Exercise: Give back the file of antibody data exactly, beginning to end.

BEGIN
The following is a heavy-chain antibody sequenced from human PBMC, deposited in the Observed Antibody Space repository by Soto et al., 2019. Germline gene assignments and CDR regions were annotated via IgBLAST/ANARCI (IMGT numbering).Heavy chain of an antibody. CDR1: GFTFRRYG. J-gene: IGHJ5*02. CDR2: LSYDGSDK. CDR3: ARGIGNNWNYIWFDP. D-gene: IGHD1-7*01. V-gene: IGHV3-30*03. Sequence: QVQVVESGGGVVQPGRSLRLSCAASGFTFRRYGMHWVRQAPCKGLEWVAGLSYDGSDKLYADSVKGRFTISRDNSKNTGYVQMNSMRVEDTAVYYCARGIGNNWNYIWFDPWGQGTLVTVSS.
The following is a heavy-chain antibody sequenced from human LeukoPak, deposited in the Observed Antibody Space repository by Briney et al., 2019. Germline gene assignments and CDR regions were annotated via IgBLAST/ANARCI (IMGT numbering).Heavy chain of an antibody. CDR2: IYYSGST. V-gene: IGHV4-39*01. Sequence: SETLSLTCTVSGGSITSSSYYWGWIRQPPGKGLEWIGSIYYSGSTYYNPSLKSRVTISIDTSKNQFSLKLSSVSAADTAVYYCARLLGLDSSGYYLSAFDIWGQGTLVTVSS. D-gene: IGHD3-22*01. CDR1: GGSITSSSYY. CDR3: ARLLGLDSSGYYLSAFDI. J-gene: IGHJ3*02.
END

The following is a heavy-chain antibody sequenced from human PBMC, deposited in the Observed Antibody Space repository by Soto et al., 2019. Germline gene assignments and CDR regions were annotated via IgBLAST/ANARCI (IMGT numbering).Heavy chain of an antibody. CDR1: GFTFRRYG. J-gene: IGHJ5*02. CDR2: LSYDGSDK. CDR3: ARGIGNNWNYIWFDP. D-gene: IGHD1-7*01. V-gene: IGHV3-30*03. Sequence: QVQVVESGGGVVQPGRSLRLSCAASGFTFRRYGMHWVRQAPCKGLEWVAGLSYDGSDKLYADSVKGRFTISRDNSKNTGYVQMNSMRVEDTAVYYCARGIGNNWNYIWFDPWGQGTLVTVSS.
The following is a heavy-chain antibody sequenced from human LeukoPak, deposited in the Observed Antibody Space repository by Briney et al., 2019. Germline gene assignments and CDR regions were annotated via IgBLAST/ANARCI (IMGT numbering).Heavy chain of an antibody. CDR2: IYYSGST. V-gene: IGHV4-39*01. Sequence: SETLSLTCTVSGGSITSSSYYWGWIRQPPGKGLEWIGSIYYSGSTYYNPSLKSRVTISIDTSKNQFSLKLSSVSAADTAVYYCARLLGLDSSGYYLSAFDIWGQGTLVTVSS. D-gene: IGHD3-22*01. CDR1: GGSITSSSYY. CDR3: ARLLGLDSSGYYLSAFDI. J-gene: IGHJ3*02.